Barring a first-round NFL draft grade, Keeanu Benton appears set to return to Wisconsin for the 2022 season
MADISON – Keeanu Benton isn’t afraid to acknowledge that getting playing time as a freshman at Wisconsin in 2019 sparked a dream.
The talented nose tackle from Janesville Craig High School planned to play three seasons and then jump to the NFL.
“That was just my young mind talking,” the junior told reporters Tuesday. “When the time comes, you have to sit down and (see) if you have everything that it takes to make that next step.
“Because once you make it, you can’t come back.”
Barring receiving a surprising first-round grade from the NFL’s College Advisory Committee, Benton plans to return to UW for the 2022 season.
“That has been on my mind this past week,” he explained. “I’ve been talking with family, my parents especially. Talking to coaches. Just thinking about my next steps. At this point I’m thinking about coming back. I’ve got room to improve mentally and physically...
“This isn’t the year to leave early. It is a big class. It (lessens) my chances of getting drafted.”
Benton finished the regular season second among the team’s linemen in tackles with 24. He also has 2½ sacks, five tackles for loss, four hurries, two fumble recoveries and two passes broken up.
Defensive line coach Ross Kolodziej has used Benton in a three-man front or in the nickel package (2-4-5).
“My freshman and sophomore year, I didn’t play a lot of nickel,” Benton said. “When I did, I thought I would be all gassed. That didn’t happen to me much. I feel like coach Kolodziej did a great job preparing me for those moments.”
Benton added his parents have been supportive and haven’t tried to sway his decision.
“We’re not down on money,” he said, “where I absolutely need to go to the league.”
Senior safety Scott Nelson said Tuesday he will not return for a sixth season. Nelson, who redshirted in 2017, set his goal after suffering a season-ending knee injury in the 2019 opener at South Florida.
Nelson is third on the team in tackles with 58 and has broken up six passes. He has started 27 games and played in 28 at UW.
“I made up my mind before COVID, honestly,” Nelson said. “After I got hurt, I decided I’m not going to stay six years. That is better for some but for my situation, I wanted to stay for five years and then go out and try your best at the next level.”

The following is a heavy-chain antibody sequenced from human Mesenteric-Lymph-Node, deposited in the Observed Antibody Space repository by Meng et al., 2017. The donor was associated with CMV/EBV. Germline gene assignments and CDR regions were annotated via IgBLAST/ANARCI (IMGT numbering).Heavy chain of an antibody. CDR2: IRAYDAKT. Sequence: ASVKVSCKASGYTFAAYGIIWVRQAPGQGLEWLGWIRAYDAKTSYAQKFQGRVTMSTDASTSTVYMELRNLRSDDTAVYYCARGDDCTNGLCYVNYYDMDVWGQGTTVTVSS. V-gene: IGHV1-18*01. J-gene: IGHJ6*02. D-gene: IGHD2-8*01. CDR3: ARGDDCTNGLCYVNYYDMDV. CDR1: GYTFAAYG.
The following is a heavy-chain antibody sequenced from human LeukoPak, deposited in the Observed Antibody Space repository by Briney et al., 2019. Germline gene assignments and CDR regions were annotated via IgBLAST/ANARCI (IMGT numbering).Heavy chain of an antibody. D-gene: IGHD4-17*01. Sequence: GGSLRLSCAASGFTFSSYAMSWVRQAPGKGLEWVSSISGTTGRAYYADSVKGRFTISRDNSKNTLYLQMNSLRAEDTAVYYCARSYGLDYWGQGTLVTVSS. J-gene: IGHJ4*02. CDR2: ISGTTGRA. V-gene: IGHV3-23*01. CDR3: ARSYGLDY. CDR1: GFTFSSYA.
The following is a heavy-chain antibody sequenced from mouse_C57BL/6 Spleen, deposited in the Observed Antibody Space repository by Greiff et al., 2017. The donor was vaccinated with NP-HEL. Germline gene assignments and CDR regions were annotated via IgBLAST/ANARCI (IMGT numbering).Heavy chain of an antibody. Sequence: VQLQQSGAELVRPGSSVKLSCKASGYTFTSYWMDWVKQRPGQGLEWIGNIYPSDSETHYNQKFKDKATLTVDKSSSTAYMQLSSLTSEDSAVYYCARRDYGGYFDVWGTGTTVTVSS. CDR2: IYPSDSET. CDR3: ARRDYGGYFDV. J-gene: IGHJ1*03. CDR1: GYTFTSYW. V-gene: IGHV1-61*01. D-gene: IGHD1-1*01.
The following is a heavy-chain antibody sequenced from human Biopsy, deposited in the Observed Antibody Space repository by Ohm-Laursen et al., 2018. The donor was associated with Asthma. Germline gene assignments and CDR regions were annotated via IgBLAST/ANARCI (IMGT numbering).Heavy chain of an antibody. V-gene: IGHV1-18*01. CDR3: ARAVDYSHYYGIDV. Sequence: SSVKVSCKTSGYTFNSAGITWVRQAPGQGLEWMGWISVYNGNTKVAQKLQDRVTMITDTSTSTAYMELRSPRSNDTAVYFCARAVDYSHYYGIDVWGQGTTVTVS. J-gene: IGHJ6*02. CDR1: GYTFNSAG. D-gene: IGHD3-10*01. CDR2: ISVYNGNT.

Junior Leo Chenal, the Big Ten linebacker of the year, plans to mull his options after the Las Vegas Bowl on Dec. 30.
"Right now, I just want to focus as much as I can on the bowl game," Chenal said. "I want to send out the seniors on a high note. There's always time to think about possibilities."
Andy Vujnovich, who punted at Division III Dubuque for two seasons before transferring to UW in 2020, is returning next season.
He averaged 41.6 yards per punt in 2020 but improved to 45.8 yards this season. Twelve of his 46 punts this season have carried 50 yards or longer.
“It was easy for me,” said Vujnovich, a graduate of Columbus High School. “I love it here. When I first got here, I would see the Wisconsin (logo) on the wall it was like: ‘Wow. I’m here.’
“There was no doubt in my mind I wanted to come back.”
Sixth-year safety Collin Wilder, who played in 2016 and 2017 at Houston before transferring to UW, shared more details about the injury that will cause him to miss the bowl game.
“I found out last week,” he said. “Last week was tough trying to process everything.”
According to Wilder, he damaged a ligament near his spinal column on the hit in the regular-season finale at Minnesota that resulted in an ejection for targeting.
“I was ready to go back in,” he said. “My adrenaline … And then once I was ejected and I came back on the sideline and my adrenaline went away, I got really, really tight in my upper-back area.”
X-rays that night were negative but a subsequent MRI revealed the damaged ligament.
Wilder was examined by a doctor who told him he could not practice or play for six weeks.
“He said this ligament keeps your spine stable,” Wilder explained. “You need to use all six weeks to recover.
"It is unfortunate but I left the doctor thankful for no surgery and no spinal fracture."